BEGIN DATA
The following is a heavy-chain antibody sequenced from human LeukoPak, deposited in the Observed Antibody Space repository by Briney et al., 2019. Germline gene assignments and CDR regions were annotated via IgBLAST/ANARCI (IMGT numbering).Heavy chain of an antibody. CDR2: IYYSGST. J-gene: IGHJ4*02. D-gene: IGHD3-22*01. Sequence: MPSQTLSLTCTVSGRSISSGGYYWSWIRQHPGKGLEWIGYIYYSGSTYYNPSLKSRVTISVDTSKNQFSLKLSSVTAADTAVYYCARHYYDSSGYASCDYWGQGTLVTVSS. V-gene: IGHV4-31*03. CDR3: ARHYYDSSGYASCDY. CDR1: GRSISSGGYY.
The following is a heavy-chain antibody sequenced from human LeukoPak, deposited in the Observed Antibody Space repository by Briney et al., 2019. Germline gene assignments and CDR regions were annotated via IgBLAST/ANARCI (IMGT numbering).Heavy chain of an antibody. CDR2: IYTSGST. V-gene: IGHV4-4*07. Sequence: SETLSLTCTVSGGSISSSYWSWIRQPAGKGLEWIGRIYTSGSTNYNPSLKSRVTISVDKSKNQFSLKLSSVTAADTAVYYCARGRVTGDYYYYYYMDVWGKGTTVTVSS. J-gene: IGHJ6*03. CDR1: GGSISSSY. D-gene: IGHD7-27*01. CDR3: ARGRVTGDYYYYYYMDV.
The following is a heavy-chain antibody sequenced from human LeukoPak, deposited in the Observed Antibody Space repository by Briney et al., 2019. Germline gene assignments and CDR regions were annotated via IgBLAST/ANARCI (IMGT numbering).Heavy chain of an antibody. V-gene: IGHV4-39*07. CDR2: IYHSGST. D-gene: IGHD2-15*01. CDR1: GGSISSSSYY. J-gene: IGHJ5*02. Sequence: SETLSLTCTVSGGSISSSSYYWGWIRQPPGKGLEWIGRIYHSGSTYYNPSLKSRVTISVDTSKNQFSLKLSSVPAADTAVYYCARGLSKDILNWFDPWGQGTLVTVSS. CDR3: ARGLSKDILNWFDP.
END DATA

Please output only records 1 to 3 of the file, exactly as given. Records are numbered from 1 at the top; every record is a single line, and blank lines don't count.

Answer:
The following is a heavy-chain antibody sequenced from human LeukoPak, deposited in the Observed Antibody Space repository by Briney et al., 2019. Germline gene assignments and CDR regions were annotated via IgBLAST/ANARCI (IMGT numbering).Heavy chain of an antibody. CDR2: IYYSGST. J-gene: IGHJ4*02. D-gene: IGHD3-22*01. Sequence: MPSQTLSLTCTVSGRSISSGGYYWSWIRQHPGKGLEWIGYIYYSGSTYYNPSLKSRVTISVDTSKNQFSLKLSSVTAADTAVYYCARHYYDSSGYASCDYWGQGTLVTVSS. V-gene: IGHV4-31*03. CDR3: ARHYYDSSGYASCDY. CDR1: GRSISSGGYY.
The following is a heavy-chain antibody sequenced from human LeukoPak, deposited in the Observed Antibody Space repository by Briney et al., 2019. Germline gene assignments and CDR regions were annotated via IgBLAST/ANARCI (IMGT numbering).Heavy chain of an antibody. CDR2: IYTSGST. V-gene: IGHV4-4*07. Sequence: SETLSLTCTVSGGSISSSYWSWIRQPAGKGLEWIGRIYTSGSTNYNPSLKSRVTISVDKSKNQFSLKLSSVTAADTAVYYCARGRVTGDYYYYYYMDVWGKGTTVTVSS. J-gene: IGHJ6*03. CDR1: GGSISSSY. D-gene: IGHD7-27*01. CDR3: ARGRVTGDYYYYYYMDV.
The following is a heavy-chain antibody sequenced from human LeukoPak, deposited in the Observed Antibody Space repository by Briney et al., 2019. Germline gene assignments and CDR regions were annotated via IgBLAST/ANARCI (IMGT numbering).Heavy chain of an antibody. V-gene: IGHV4-39*07. CDR2: IYHSGST. D-gene: IGHD2-15*01. CDR1: GGSISSSSYY. J-gene: IGHJ5*02. Sequence: SETLSLTCTVSGGSISSSSYYWGWIRQPPGKGLEWIGRIYHSGSTYYNPSLKSRVTISVDTSKNQFSLKLSSVPAADTAVYYCARGLSKDILNWFDPWGQGTLVTVSS. CDR3: ARGLSKDILNWFDP.